• MarrulurkSand (LA +1, 3 RHD) – These guys are ridiculously good; Small, amazing stat adjustments, Point Blank Shot and Rapid Shot as bonus feats, Poison Use, 2d6 Sneak Attack, +4 Hide, Move Silently, and Listen, Natural Armor, Darkvision and Low-Light Vision, Discriminating Hearing, and even proficiency with longbow! The Sneak Attack damage loss is almost completely made up, and you only lose skill points and a few potential class features by taking this. This is extremely good for ranged rogues, and is definitely worth considering despite the lost levels. With buyoff, they're nothing short of amazing, and they're worth it even without buyoff.
    • PixieMM (LA +4) – Great stat adjustments, flight, Small size, and Greater Invisibility at will! Unfortunately, the huge level adjustment almost completely ruins it. Losing so much damage, attack, and skill points really hurts pretty much every build imaginable. At higher levels, it may be worthwhile enough to cancel the level loss, but by then most enemies can ignore your Greater Invisibility anyway. If your DM is handing out free LA, this can be very good, but otherwise LA +4 is just too high.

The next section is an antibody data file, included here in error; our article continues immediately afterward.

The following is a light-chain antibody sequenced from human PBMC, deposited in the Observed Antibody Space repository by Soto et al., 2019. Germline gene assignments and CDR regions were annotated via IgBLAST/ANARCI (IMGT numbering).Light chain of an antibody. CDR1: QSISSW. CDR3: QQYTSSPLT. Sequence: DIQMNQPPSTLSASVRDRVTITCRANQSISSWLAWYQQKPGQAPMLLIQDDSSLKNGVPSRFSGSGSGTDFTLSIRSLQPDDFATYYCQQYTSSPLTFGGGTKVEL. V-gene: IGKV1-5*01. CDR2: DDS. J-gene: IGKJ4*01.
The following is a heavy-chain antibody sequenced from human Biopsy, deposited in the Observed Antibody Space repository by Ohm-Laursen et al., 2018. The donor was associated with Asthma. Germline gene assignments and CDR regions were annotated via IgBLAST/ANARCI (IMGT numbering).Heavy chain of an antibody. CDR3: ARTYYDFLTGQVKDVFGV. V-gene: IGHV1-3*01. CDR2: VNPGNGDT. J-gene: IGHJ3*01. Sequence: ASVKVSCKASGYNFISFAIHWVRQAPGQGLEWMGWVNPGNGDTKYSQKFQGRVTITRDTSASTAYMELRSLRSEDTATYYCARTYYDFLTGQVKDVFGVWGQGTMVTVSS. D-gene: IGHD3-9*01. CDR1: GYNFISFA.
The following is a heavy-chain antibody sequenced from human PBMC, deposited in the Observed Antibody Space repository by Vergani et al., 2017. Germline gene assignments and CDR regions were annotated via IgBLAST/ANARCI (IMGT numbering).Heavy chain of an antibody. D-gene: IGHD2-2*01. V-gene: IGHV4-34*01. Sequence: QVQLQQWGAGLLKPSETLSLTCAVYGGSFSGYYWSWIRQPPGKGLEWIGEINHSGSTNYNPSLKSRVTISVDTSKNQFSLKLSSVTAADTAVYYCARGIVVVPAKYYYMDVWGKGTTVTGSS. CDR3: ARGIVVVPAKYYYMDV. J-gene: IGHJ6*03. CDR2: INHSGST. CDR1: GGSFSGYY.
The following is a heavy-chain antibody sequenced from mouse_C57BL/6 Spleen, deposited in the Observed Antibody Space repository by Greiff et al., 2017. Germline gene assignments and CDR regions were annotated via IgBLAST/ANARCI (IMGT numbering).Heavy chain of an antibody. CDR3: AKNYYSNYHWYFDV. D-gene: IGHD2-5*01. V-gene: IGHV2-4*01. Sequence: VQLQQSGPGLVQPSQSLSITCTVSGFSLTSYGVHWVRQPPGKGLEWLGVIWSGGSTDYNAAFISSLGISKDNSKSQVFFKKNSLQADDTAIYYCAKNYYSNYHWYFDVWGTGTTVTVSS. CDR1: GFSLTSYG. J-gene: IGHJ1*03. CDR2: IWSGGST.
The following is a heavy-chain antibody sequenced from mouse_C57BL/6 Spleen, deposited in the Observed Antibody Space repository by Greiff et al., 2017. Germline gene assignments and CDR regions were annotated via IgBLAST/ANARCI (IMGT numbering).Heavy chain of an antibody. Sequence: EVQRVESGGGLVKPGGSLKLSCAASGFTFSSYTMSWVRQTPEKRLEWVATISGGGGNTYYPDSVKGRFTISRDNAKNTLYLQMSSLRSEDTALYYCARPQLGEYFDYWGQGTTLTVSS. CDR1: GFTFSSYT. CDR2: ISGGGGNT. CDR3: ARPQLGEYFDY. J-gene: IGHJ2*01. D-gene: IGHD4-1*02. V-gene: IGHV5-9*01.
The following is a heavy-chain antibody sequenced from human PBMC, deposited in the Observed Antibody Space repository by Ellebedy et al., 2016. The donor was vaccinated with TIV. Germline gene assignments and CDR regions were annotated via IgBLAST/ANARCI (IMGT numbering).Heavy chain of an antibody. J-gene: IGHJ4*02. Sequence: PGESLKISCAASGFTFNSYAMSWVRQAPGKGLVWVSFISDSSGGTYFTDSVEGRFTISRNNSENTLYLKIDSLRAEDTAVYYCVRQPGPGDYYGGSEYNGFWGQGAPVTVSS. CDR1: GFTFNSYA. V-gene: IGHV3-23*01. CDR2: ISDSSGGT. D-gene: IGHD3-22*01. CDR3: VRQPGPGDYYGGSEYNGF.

Last edited by PId6; 2010-07-27 at 09:45 AM.
    Rogue Handbook | Warmage Rebuild | Diablo's Assassin | Revised Classes
    Potpourri Creation Contest II Winner: Desert Martial Adept Substitution Levels
    Potpourri Creation Contest III Best Characterization: Edward the Sly's Lucky Spells
    Prestige Class Contest XXI Submission: Child of the Seelie Court

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    Default [3.5] The Rogue Handbook: A Fistful of d6

    Class Abilities

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    • Weapon and Armor Proficiencies – You have most of what you need, though upgrades certainly wouldn’t hurt. Martial Weapon Proficiency would help, netting you longbows over shortbows and kukris over shortsword. Heavier armors are an option if you get proficiencies, but that shuts down a few of your class features, lowers your max Dex to AC, and requires a bit more Str than otherwise would. May work on a build that only dips rogue.